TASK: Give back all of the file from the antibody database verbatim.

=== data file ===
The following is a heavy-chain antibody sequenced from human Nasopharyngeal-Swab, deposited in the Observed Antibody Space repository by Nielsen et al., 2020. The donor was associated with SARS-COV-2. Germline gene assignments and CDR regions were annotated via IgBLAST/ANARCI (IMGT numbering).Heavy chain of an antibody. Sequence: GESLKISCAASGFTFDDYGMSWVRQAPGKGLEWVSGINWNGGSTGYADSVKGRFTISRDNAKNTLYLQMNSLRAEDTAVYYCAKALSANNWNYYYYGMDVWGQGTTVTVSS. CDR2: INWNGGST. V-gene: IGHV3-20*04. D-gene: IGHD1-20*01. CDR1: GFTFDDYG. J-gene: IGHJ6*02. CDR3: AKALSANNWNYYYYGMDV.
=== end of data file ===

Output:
The following is a heavy-chain antibody sequenced from human Nasopharyngeal-Swab, deposited in the Observed Antibody Space repository by Nielsen et al., 2020. The donor was associated with SARS-COV-2. Germline gene assignments and CDR regions were annotated via IgBLAST/ANARCI (IMGT numbering).Heavy chain of an antibody. Sequence: GESLKISCAASGFTFDDYGMSWVRQAPGKGLEWVSGINWNGGSTGYADSVKGRFTISRDNAKNTLYLQMNSLRAEDTAVYYCAKALSANNWNYYYYGMDVWGQGTTVTVSS. CDR2: INWNGGST. V-gene: IGHV3-20*04. D-gene: IGHD1-20*01. CDR1: GFTFDDYG. J-gene: IGHJ6*02. CDR3: AKALSANNWNYYYYGMDV.